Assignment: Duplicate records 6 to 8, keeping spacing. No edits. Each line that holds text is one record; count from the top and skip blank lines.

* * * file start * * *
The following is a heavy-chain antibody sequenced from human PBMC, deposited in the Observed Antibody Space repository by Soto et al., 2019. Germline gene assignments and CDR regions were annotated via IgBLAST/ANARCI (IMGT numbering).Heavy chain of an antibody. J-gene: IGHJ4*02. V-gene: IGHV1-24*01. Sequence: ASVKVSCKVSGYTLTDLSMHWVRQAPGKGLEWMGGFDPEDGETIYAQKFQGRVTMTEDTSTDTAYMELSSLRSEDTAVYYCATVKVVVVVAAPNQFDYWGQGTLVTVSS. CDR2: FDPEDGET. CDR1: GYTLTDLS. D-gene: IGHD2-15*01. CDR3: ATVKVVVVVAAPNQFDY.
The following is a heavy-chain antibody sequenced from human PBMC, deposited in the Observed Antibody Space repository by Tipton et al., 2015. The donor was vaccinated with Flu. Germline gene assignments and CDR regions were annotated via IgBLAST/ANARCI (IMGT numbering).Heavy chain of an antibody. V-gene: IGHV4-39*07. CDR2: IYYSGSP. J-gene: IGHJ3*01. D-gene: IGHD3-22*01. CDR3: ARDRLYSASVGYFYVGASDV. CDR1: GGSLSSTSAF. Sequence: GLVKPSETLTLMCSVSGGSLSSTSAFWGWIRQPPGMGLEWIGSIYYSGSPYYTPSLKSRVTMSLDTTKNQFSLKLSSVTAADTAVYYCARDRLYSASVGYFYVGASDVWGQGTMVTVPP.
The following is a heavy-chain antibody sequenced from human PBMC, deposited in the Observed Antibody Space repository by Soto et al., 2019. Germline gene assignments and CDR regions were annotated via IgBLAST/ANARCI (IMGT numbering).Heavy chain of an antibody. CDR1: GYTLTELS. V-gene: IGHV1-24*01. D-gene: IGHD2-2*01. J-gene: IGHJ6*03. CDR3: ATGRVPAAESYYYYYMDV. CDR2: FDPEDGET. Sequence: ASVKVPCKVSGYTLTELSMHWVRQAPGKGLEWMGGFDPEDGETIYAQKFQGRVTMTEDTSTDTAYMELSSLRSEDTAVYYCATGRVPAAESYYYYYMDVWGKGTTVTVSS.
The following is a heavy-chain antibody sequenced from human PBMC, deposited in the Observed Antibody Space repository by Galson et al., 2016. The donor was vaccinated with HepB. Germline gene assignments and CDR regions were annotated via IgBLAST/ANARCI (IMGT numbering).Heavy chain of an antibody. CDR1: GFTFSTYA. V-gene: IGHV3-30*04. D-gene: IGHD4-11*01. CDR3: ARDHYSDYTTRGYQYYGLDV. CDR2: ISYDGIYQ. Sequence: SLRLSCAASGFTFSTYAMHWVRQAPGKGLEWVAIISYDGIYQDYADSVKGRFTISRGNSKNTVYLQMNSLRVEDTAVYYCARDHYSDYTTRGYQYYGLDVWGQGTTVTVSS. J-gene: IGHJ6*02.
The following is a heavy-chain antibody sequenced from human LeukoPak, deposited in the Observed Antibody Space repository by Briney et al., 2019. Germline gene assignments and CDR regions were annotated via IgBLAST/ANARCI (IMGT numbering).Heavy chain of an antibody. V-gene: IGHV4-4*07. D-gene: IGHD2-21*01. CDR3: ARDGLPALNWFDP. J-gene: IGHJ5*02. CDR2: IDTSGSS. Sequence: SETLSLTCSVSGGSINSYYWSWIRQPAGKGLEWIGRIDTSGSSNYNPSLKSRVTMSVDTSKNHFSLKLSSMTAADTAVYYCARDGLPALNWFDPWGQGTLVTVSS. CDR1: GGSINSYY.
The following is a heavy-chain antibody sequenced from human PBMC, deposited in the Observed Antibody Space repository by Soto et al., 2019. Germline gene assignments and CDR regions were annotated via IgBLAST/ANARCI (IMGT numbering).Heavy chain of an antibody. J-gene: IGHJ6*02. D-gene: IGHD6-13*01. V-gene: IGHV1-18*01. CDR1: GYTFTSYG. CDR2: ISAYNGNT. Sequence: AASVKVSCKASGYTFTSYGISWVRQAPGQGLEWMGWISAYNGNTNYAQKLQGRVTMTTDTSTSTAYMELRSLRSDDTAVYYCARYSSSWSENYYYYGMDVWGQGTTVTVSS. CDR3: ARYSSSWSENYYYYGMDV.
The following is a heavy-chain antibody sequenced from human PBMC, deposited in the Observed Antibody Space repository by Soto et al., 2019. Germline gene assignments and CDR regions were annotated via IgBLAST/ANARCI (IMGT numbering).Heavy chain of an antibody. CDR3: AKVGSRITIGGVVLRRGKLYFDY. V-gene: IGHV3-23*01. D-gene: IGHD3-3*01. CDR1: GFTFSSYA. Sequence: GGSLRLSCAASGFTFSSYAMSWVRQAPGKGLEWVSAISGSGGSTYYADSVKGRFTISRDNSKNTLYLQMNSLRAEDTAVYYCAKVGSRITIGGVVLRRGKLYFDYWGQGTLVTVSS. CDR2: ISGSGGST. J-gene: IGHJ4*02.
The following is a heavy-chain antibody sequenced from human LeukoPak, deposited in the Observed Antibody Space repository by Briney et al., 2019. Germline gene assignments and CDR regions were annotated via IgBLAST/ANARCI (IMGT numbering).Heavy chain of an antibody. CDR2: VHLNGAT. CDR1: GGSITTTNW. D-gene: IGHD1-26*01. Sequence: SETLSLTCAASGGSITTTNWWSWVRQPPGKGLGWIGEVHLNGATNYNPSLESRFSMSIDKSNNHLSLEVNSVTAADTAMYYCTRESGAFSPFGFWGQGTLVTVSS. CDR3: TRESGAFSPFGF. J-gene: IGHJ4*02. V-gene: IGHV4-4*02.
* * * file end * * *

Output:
The following is a heavy-chain antibody sequenced from human PBMC, deposited in the Observed Antibody Space repository by Soto et al., 2019. Germline gene assignments and CDR regions were annotated via IgBLAST/ANARCI (IMGT numbering).Heavy chain of an antibody. J-gene: IGHJ6*02. D-gene: IGHD6-13*01. V-gene: IGHV1-18*01. CDR1: GYTFTSYG. CDR2: ISAYNGNT. Sequence: AASVKVSCKASGYTFTSYGISWVRQAPGQGLEWMGWISAYNGNTNYAQKLQGRVTMTTDTSTSTAYMELRSLRSDDTAVYYCARYSSSWSENYYYYGMDVWGQGTTVTVSS. CDR3: ARYSSSWSENYYYYGMDV.
The following is a heavy-chain antibody sequenced from human PBMC, deposited in the Observed Antibody Space repository by Soto et al., 2019. Germline gene assignments and CDR regions were annotated via IgBLAST/ANARCI (IMGT numbering).Heavy chain of an antibody. CDR3: AKVGSRITIGGVVLRRGKLYFDY. V-gene: IGHV3-23*01. D-gene: IGHD3-3*01. CDR1: GFTFSSYA. Sequence: GGSLRLSCAASGFTFSSYAMSWVRQAPGKGLEWVSAISGSGGSTYYADSVKGRFTISRDNSKNTLYLQMNSLRAEDTAVYYCAKVGSRITIGGVVLRRGKLYFDYWGQGTLVTVSS. CDR2: ISGSGGST. J-gene: IGHJ4*02.
The following is a heavy-chain antibody sequenced from human LeukoPak, deposited in the Observed Antibody Space repository by Briney et al., 2019. Germline gene assignments and CDR regions were annotated via IgBLAST/ANARCI (IMGT numbering).Heavy chain of an antibody. CDR2: VHLNGAT. CDR1: GGSITTTNW. D-gene: IGHD1-26*01. Sequence: SETLSLTCAASGGSITTTNWWSWVRQPPGKGLGWIGEVHLNGATNYNPSLESRFSMSIDKSNNHLSLEVNSVTAADTAMYYCTRESGAFSPFGFWGQGTLVTVSS. CDR3: TRESGAFSPFGF. J-gene: IGHJ4*02. V-gene: IGHV4-4*02.